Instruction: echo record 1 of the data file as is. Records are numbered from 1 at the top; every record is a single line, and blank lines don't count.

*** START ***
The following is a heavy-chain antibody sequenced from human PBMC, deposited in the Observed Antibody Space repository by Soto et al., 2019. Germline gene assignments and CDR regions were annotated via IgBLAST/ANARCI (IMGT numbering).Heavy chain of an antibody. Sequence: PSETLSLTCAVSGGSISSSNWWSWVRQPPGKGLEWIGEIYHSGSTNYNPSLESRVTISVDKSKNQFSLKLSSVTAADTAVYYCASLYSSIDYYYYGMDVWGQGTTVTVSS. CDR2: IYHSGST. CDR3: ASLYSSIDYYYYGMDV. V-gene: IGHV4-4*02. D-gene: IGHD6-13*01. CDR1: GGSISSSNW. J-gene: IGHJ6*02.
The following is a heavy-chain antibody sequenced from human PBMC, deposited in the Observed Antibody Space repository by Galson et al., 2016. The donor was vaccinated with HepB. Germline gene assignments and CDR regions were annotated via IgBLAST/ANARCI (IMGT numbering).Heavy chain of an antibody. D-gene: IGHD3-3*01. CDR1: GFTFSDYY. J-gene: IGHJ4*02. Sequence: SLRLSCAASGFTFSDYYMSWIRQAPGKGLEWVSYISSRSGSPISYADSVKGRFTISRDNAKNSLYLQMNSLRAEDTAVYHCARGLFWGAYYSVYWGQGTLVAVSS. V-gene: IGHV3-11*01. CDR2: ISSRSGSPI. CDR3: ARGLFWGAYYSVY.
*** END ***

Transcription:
The following is a heavy-chain antibody sequenced from human PBMC, deposited in the Observed Antibody Space repository by Soto et al., 2019. Germline gene assignments and CDR regions were annotated via IgBLAST/ANARCI (IMGT numbering).Heavy chain of an antibody. Sequence: PSETLSLTCAVSGGSISSSNWWSWVRQPPGKGLEWIGEIYHSGSTNYNPSLESRVTISVDKSKNQFSLKLSSVTAADTAVYYCASLYSSIDYYYYGMDVWGQGTTVTVSS. CDR2: IYHSGST. CDR3: ASLYSSIDYYYYGMDV. V-gene: IGHV4-4*02. D-gene: IGHD6-13*01. CDR1: GGSISSSNW. J-gene: IGHJ6*02.